College Kids Try Swaddling Adults, & Hilariously Learn That Yep, It Ain't So Easy — VIDEO
Before you have a kid, there are a few things everybody preps you for: The mountains of dirty diapers; the rivers of baby spit-up; the very real fact that no, you will never ever sleep again. Yet the travails of swaddling a ridiculously squirmy baby? That's something you don’t really learn about until it’s actually happening to you and you are going insane. A new video from Babble reminds us of that fact this week, by asking a bunch of unsuspecting college kids to swaddle an adult man named Shawn, who expertly plays the role of a wriggly baby who just doesn't wanna lay still. Meanwhile, fellow parent Kristen plays referee (aka watches on with amusement).
As the video starts, one collegiate swaddler attempts to swaddle Shawn on his own and soon finds himself begging for assistance. “Okay, help,” he complains, not long after his first attempt. “Oh my God, this is the worst thing,” says another novice swaddler. “I feel like it’s mummifying a baby,” jokes another.
Yep, it's safe to say these guinea pigs were not psyched about the job of swaddling, and probably never want to do it again. Despite their best efforts, they do not become swaddling pros by the video's end. (Spoiler alert). What they do learn? As Shawn puts it, “that sh*t is hard.” (#TRUTH.)
For starters, there's the very real and basic fact that flailing arms and legs can be impossible to control.
And that the perfect wrap can sometimes seem super elusive.
But no matter how awkward you may think you are at swaddling your first time, you'll never be as terrible at it as this crew.
Needless to say, you should never ever do basically anything you just saw above with an actual real-live baby. While the video's exaggerated take on the age-old practice of swaddling is hilarious, it's just that — an exaggeration. Still, swaddling is more difficult than you might think. For one, the corners of the blanket need to fold around the baby in a secure manner, and you don't want things too loose or too tight. A loose blanket is a major no-no, according to the American Academy of Pediatrics, because of the risk that the blanket may cover the baby's face. Infants lack the reflexes to remove the swaddle themselves, which could lead to suffocation.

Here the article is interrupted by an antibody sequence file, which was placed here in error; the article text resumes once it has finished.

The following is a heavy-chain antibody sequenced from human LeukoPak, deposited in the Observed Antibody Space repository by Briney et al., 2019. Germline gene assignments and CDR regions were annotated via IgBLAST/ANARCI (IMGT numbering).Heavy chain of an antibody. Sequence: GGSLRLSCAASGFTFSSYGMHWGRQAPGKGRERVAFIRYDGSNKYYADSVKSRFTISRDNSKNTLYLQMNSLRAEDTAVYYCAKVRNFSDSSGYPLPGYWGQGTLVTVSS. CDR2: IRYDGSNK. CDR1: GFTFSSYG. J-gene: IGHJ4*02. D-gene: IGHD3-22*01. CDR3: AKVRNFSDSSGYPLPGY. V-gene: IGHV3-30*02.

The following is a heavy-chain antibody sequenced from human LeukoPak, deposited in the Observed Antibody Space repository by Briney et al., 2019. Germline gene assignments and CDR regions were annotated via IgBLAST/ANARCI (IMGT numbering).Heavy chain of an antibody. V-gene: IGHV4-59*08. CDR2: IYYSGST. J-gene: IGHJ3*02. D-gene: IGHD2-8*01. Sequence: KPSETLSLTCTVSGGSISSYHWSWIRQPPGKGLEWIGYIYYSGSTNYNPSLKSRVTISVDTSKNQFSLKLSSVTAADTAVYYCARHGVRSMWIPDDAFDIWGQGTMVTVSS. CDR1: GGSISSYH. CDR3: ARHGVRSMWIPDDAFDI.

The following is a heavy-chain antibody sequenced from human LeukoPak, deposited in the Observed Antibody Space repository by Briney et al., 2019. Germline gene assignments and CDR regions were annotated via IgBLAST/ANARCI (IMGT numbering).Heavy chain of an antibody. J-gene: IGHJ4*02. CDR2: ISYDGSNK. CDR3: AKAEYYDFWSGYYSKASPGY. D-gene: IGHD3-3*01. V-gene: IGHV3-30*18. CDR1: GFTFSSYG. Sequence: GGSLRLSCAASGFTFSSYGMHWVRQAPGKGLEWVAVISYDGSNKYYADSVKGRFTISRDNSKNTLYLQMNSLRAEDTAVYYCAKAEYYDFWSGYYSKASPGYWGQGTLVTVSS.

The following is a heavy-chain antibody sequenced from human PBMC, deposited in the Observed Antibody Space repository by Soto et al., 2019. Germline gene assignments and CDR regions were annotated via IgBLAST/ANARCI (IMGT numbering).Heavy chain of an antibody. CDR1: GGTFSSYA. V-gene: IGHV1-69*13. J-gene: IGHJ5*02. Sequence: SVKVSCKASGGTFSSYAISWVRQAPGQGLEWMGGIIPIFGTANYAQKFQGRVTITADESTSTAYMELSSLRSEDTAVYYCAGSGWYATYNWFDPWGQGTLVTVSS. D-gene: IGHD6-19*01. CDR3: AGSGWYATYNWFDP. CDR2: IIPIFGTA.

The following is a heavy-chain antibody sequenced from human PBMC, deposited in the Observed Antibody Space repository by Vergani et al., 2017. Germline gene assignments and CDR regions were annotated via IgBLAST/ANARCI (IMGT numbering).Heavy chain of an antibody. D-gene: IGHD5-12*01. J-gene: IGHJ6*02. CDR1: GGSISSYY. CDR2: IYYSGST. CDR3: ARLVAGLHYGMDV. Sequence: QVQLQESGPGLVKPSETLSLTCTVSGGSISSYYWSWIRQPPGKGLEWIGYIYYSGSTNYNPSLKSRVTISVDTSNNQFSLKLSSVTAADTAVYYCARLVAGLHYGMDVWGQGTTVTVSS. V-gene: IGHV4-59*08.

And if you've never swaddled before, and are wondering why on earth anyone would wrap a baby so tight, here's the story: Swaddling has been practiced for literally centuries as a way to help help soothe fussy babies. It can also help newborns drift off to sleep, according to HealthyChildren.org.
The American Academy of Pediatrics has a bunch of recommendations for how to swaddle safely, which you can read about in full. Their most important tips? To reduce the risk of SIDS, always place a swaddled baby on its back, and stop swaddling by the age of three months or even earlier, especially if the baby shows signs of being able to roll over.
But for parents who are just as mystified by the art of swaddling as the college kids in the video above, there is some good news: There are now plenty of brands on the market that sell pre-wrapped swaddle blankets. So instead of having to perfect your own wrap by starting from scratch, you can just slip your little baby into the wrap quickly and easily, keeping it in place with Velcro closures.
The bottom line? Just avoid doing basically everything you saw in that video, and you'll already be ahead of the curve.
Images: Courtsey of Babble (1); StarMama/Flickr